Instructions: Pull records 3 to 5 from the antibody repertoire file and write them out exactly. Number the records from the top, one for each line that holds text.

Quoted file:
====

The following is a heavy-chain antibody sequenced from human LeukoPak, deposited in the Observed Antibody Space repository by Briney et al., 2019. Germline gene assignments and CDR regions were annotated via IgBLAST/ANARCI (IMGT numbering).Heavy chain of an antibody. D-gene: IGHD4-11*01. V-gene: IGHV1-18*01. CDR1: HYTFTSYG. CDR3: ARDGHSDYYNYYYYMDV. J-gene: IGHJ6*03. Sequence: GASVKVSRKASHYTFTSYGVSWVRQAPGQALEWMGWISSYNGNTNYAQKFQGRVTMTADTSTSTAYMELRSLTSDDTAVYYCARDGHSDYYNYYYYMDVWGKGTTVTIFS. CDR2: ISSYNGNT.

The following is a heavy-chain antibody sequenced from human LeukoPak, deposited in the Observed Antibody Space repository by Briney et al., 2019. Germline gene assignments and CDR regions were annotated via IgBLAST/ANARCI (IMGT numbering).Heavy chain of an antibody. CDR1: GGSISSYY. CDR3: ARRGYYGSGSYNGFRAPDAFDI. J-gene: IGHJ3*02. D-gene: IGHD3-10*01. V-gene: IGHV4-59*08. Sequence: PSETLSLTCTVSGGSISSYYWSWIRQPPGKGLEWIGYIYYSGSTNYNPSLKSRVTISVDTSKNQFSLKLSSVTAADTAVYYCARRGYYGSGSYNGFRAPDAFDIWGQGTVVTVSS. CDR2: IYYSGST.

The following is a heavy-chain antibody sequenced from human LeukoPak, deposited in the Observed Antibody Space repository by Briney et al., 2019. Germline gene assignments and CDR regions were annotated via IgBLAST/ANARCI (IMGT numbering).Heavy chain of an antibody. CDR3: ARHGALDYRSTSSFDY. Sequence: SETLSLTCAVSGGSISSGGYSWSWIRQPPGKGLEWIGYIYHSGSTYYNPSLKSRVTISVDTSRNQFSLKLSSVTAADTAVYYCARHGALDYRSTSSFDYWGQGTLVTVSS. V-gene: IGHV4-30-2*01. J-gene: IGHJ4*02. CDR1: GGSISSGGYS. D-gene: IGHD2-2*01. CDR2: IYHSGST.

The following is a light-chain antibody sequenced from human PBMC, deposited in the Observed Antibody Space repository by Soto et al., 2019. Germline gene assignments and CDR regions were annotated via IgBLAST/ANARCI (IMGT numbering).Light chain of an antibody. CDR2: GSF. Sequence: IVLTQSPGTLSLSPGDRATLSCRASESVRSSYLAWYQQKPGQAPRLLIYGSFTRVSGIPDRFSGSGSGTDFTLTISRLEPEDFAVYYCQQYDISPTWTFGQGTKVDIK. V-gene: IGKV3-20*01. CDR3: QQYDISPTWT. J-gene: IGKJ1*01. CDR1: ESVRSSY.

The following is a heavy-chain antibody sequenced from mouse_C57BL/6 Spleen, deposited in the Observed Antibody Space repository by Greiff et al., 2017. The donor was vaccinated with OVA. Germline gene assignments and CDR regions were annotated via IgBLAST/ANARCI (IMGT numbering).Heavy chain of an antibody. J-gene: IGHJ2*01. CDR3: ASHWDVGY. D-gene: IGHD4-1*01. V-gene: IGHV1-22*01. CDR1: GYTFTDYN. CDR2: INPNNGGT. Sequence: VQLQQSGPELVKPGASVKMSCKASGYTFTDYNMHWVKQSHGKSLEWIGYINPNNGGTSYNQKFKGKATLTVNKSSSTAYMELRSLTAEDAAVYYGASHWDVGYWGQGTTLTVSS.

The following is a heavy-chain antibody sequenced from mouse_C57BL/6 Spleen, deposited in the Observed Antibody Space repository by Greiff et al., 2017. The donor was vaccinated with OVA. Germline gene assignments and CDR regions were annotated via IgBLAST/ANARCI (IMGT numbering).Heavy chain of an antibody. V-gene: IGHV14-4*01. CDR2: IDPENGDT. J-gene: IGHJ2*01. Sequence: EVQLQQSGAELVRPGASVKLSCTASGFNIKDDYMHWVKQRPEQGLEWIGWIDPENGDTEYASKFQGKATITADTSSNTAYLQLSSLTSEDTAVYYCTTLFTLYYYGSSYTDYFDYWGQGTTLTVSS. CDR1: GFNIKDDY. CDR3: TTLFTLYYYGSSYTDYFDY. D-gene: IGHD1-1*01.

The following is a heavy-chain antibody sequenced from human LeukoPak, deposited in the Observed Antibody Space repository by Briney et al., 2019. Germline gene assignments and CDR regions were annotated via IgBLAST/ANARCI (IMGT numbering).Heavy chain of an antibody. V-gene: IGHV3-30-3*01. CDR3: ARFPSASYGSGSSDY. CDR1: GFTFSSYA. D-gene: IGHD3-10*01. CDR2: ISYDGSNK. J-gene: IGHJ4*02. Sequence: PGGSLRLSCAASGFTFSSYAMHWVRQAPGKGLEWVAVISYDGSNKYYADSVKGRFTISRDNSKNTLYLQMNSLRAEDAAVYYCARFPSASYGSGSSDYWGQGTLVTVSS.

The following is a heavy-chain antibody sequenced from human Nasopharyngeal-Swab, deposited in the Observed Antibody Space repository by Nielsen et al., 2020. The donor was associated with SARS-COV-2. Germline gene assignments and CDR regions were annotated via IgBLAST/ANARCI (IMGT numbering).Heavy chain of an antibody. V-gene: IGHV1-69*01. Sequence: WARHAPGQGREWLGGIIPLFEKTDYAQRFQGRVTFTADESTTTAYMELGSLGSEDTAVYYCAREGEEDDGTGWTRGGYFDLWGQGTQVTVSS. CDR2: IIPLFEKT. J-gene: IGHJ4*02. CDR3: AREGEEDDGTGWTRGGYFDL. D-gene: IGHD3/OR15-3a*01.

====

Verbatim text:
The following is a heavy-chain antibody sequenced from human LeukoPak, deposited in the Observed Antibody Space repository by Briney et al., 2019. Germline gene assignments and CDR regions were annotated via IgBLAST/ANARCI (IMGT numbering).Heavy chain of an antibody. CDR3: ARHGALDYRSTSSFDY. Sequence: SETLSLTCAVSGGSISSGGYSWSWIRQPPGKGLEWIGYIYHSGSTYYNPSLKSRVTISVDTSRNQFSLKLSSVTAADTAVYYCARHGALDYRSTSSFDYWGQGTLVTVSS. V-gene: IGHV4-30-2*01. J-gene: IGHJ4*02. CDR1: GGSISSGGYS. D-gene: IGHD2-2*01. CDR2: IYHSGST.

The following is a light-chain antibody sequenced from human PBMC, deposited in the Observed Antibody Space repository by Soto et al., 2019. Germline gene assignments and CDR regions were annotated via IgBLAST/ANARCI (IMGT numbering).Light chain of an antibody. CDR2: GSF. Sequence: IVLTQSPGTLSLSPGDRATLSCRASESVRSSYLAWYQQKPGQAPRLLIYGSFTRVSGIPDRFSGSGSGTDFTLTISRLEPEDFAVYYCQQYDISPTWTFGQGTKVDIK. V-gene: IGKV3-20*01. CDR3: QQYDISPTWT. J-gene: IGKJ1*01. CDR1: ESVRSSY.

The following is a heavy-chain antibody sequenced from mouse_C57BL/6 Spleen, deposited in the Observed Antibody Space repository by Greiff et al., 2017. The donor was vaccinated with OVA. Germline gene assignments and CDR regions were annotated via IgBLAST/ANARCI (IMGT numbering).Heavy chain of an antibody. J-gene: IGHJ2*01. CDR3: ASHWDVGY. D-gene: IGHD4-1*01. V-gene: IGHV1-22*01. CDR1: GYTFTDYN. CDR2: INPNNGGT. Sequence: VQLQQSGPELVKPGASVKMSCKASGYTFTDYNMHWVKQSHGKSLEWIGYINPNNGGTSYNQKFKGKATLTVNKSSSTAYMELRSLTAEDAAVYYGASHWDVGYWGQGTTLTVSS.